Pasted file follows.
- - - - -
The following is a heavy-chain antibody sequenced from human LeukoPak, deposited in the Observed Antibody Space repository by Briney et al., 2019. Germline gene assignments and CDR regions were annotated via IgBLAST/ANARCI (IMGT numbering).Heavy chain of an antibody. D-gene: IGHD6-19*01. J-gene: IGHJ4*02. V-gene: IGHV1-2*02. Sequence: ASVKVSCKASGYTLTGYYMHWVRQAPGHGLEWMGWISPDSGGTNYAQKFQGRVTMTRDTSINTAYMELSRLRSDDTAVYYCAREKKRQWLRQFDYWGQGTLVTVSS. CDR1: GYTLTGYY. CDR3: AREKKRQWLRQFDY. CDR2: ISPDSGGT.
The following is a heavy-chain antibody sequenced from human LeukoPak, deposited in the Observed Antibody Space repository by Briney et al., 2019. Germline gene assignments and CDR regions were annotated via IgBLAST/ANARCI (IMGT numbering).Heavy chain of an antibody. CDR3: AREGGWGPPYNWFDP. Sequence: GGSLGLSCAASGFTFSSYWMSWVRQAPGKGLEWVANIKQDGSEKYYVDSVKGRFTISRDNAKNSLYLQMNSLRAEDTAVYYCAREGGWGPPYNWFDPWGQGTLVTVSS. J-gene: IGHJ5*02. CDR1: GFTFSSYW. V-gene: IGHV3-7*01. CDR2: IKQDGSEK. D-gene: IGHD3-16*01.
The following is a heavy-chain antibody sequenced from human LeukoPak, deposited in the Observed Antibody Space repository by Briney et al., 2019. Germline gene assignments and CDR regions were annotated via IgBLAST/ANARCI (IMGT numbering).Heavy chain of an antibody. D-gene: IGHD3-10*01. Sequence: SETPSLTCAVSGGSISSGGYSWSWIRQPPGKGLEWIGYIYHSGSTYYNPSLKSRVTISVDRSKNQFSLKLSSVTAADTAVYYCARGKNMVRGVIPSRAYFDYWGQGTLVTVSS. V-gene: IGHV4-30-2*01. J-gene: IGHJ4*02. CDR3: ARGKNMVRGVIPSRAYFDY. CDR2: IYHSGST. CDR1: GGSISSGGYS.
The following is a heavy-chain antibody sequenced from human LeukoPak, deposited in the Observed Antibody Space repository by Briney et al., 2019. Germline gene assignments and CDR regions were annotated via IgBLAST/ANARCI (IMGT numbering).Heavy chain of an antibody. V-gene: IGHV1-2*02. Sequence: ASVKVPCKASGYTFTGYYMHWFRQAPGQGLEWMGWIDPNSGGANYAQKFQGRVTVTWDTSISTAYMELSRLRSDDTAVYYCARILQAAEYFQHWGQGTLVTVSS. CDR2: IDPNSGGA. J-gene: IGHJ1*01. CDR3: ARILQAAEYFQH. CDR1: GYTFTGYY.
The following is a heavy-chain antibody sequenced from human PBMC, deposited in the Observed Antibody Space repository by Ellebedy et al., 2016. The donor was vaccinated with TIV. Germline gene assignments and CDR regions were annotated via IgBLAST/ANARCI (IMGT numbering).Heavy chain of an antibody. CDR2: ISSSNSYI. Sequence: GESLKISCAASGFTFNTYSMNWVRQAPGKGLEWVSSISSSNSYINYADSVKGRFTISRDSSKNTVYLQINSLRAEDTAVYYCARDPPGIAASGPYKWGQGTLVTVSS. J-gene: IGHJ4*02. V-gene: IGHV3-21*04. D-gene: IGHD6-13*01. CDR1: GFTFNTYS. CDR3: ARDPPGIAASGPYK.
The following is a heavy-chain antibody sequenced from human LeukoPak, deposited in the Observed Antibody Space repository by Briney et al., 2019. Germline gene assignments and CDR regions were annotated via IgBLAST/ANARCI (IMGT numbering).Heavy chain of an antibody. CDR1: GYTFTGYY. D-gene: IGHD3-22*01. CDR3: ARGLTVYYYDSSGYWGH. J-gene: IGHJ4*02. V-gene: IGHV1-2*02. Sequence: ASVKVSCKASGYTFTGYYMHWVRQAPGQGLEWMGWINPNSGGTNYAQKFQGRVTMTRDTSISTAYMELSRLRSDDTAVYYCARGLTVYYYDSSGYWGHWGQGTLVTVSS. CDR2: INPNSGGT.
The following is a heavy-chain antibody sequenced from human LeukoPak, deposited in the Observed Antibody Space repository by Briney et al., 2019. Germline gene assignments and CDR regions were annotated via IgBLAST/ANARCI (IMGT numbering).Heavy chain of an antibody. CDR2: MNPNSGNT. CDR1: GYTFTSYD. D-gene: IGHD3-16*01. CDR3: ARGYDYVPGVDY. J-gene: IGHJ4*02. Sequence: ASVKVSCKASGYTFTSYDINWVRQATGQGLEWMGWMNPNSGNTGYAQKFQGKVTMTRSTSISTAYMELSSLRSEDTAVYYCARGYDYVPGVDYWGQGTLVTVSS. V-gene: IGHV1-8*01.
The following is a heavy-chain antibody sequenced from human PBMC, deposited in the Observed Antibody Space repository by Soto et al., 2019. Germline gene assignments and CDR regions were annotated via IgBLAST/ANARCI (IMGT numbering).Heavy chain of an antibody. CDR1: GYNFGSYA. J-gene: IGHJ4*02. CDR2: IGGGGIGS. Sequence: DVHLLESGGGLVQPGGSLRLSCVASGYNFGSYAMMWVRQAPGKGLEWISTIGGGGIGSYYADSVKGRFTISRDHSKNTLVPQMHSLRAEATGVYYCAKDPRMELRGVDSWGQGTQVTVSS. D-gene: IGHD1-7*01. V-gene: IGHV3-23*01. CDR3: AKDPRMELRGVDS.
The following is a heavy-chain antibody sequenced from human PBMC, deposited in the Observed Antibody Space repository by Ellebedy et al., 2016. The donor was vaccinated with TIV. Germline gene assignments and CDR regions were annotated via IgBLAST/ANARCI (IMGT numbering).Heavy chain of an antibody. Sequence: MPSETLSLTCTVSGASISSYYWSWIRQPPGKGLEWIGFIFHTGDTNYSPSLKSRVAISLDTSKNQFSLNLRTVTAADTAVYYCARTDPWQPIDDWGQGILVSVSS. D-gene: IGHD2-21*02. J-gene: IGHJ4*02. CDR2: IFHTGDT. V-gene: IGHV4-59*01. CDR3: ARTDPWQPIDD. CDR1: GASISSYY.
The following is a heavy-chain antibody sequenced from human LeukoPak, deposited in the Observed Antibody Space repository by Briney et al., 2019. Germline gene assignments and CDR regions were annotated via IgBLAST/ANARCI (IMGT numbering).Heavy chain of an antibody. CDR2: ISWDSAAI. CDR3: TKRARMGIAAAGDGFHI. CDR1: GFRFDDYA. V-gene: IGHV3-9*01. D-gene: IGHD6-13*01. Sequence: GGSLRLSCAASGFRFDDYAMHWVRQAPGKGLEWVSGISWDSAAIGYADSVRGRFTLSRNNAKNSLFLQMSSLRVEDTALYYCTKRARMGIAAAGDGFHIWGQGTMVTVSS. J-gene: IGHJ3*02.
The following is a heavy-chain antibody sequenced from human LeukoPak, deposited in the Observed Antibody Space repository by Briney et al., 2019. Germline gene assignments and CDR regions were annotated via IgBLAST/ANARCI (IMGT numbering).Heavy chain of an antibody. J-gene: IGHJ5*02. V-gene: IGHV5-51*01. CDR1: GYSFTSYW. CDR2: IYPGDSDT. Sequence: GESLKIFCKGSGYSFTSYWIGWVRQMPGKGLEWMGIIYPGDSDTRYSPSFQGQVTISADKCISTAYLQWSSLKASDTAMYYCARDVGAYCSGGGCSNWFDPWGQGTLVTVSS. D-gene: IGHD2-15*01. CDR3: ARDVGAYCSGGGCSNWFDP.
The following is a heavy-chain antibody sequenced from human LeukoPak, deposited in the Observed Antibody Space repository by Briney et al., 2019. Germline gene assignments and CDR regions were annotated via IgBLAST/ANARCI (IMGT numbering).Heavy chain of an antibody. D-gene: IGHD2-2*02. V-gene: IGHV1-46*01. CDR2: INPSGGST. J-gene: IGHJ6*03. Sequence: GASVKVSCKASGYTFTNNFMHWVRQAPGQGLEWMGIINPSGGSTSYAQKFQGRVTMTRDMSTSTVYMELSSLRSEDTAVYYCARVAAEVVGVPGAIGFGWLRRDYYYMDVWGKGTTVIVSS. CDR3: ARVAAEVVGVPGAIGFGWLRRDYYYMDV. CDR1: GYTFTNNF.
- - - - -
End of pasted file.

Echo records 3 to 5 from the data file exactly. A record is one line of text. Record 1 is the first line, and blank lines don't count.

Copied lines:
The following is a heavy-chain antibody sequenced from human LeukoPak, deposited in the Observed Antibody Space repository by Briney et al., 2019. Germline gene assignments and CDR regions were annotated via IgBLAST/ANARCI (IMGT numbering).Heavy chain of an antibody. D-gene: IGHD3-10*01. Sequence: SETPSLTCAVSGGSISSGGYSWSWIRQPPGKGLEWIGYIYHSGSTYYNPSLKSRVTISVDRSKNQFSLKLSSVTAADTAVYYCARGKNMVRGVIPSRAYFDYWGQGTLVTVSS. V-gene: IGHV4-30-2*01. J-gene: IGHJ4*02. CDR3: ARGKNMVRGVIPSRAYFDY. CDR2: IYHSGST. CDR1: GGSISSGGYS.
The following is a heavy-chain antibody sequenced from human LeukoPak, deposited in the Observed Antibody Space repository by Briney et al., 2019. Germline gene assignments and CDR regions were annotated via IgBLAST/ANARCI (IMGT numbering).Heavy chain of an antibody. V-gene: IGHV1-2*02. Sequence: ASVKVPCKASGYTFTGYYMHWFRQAPGQGLEWMGWIDPNSGGANYAQKFQGRVTVTWDTSISTAYMELSRLRSDDTAVYYCARILQAAEYFQHWGQGTLVTVSS. CDR2: IDPNSGGA. J-gene: IGHJ1*01. CDR3: ARILQAAEYFQH. CDR1: GYTFTGYY.
The following is a heavy-chain antibody sequenced from human PBMC, deposited in the Observed Antibody Space repository by Ellebedy et al., 2016. The donor was vaccinated with TIV. Germline gene assignments and CDR regions were annotated via IgBLAST/ANARCI (IMGT numbering).Heavy chain of an antibody. CDR2: ISSSNSYI. Sequence: GESLKISCAASGFTFNTYSMNWVRQAPGKGLEWVSSISSSNSYINYADSVKGRFTISRDSSKNTVYLQINSLRAEDTAVYYCARDPPGIAASGPYKWGQGTLVTVSS. J-gene: IGHJ4*02. V-gene: IGHV3-21*04. D-gene: IGHD6-13*01. CDR1: GFTFNTYS. CDR3: ARDPPGIAASGPYK.